Tax for Education|
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Education in Japan:
Tax for Education
By rach on Saturday, July 6, 2002 - 9:12 am:
My question is can an unapproved internatinal kindergarten charge tax?
By Cornelia on Saturday, July 6, 2002 - 11:01 am:
If you are talking about the 5% consumption tax that is charged on everything that is sold, including services and repairs, then if the school is a business, and has to file a tax return as a business, they are obligated by law to collect consumption tax on behalf of and then pay it to the government, on what they are selling.
Very few international schools have actual non-profit status. But even non-profits may have to collect consumption tax. (There are many different kinds of non-profit business set-ups). The only place I've purchased something where there was apparently no consumption tax charged was at the Paper Museum in Asukayama Park (and I stress the word "apparent"). When you buy a fixed price meal at lunchtime for example for Y900, it may appear that you are not paying the tax, but you are, because the price of the meal is actually Y857 + 43 tax. The convention in that case is to include the tax in the price posted on the blackboard. Some schools also follow this convention when they publish their tuition rates. Some don't. Usually they tell you whether or not the consumption tax is included.
Duty free shops allow you to avoid consumption tax on items over a certain value, if you hold a foreign passport and are on a temporary visitor's visa, but this is only at stores that have some special qualification for this.
By Cornelia on Sunday, July 7, 2002 - 10:47 am:
You can read more about consumption (and other taxes) here:
There is (or was) a small business exemption. Tara wrote me directly and pointed this out, which is why I did a bit more research. This exception was probably aimed at the un-manned fruit and vegi stand at the edge of a field sort of businesses, but may have been accessed by larger small businesses.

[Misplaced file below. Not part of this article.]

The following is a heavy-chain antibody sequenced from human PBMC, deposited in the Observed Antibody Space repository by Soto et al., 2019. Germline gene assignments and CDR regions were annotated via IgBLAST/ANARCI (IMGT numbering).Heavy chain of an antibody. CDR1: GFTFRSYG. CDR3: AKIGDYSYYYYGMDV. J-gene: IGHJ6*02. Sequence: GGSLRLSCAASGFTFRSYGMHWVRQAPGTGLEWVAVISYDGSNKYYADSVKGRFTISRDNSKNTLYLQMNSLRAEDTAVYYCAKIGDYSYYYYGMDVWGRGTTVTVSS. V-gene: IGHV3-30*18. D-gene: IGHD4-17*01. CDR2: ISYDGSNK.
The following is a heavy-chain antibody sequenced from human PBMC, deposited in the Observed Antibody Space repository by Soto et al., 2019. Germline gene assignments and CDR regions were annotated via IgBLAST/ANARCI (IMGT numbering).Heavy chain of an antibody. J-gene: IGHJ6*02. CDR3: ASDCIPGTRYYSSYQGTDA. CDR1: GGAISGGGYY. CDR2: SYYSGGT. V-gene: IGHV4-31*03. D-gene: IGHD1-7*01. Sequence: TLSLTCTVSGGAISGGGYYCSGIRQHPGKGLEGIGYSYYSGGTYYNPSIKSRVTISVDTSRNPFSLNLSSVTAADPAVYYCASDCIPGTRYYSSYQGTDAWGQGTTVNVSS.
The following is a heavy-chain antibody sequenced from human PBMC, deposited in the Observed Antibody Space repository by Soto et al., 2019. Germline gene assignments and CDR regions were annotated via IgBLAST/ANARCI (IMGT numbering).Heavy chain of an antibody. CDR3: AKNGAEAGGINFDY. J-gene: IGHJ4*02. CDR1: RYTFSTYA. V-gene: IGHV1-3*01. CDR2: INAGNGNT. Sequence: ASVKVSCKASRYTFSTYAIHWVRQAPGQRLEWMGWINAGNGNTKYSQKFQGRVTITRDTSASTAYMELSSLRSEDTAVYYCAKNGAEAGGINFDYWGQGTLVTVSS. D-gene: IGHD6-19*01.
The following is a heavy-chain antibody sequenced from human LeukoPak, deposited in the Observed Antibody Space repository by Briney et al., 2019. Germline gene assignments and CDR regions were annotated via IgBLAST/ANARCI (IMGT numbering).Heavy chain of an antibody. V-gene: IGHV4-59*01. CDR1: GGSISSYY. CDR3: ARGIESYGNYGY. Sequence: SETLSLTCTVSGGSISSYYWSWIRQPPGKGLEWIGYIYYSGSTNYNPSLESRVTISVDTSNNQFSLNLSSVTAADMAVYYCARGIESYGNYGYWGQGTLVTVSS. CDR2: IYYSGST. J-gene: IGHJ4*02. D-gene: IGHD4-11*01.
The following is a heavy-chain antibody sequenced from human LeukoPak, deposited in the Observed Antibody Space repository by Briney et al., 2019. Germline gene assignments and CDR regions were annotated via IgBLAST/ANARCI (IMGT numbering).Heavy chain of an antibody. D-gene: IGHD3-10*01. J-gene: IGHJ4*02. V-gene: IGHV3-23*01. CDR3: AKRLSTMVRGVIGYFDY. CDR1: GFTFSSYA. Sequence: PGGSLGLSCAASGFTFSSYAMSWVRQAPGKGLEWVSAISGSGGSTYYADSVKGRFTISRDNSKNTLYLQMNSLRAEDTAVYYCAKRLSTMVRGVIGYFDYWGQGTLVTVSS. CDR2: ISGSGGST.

So I dug a bit more. I found the following exclusions from taxation:
"The following transfers of assets and related transactions within the domestic economy are exempted from taxation.
(a) transfer or lease of land
(b) transfer of securities and transfer of means of payment
(c) interest on loans and insurance premiums
(d) transfer of postal and revenue stamps
(e) fees for government services, international postal money orders, international postal transfers, and foreign exchange
(f) medical care under the medical insurance laws
(g) social welfare services specified by the Social Welfare services Law
(h) midwifery service
(i) burial and crematory service
(j) transfer or lease of goods for physically handicapped persons
(k) tuition, entrance fee, facilities fees and examination fees of schools designated by Article of the School Education Law
(l) transfer of school textbooks
(m) lease of housing units "
But the entity has to fulfill certain requirements to be classified as "Education". The school you are referring to may not have fulfilled these requirements. In fact, I have reason to believe that most international schools and also "cram" schools may not fulfill the legal requirements of "education".
I would love it if someone else took up this ball and ran with it because I am on the way to the airport.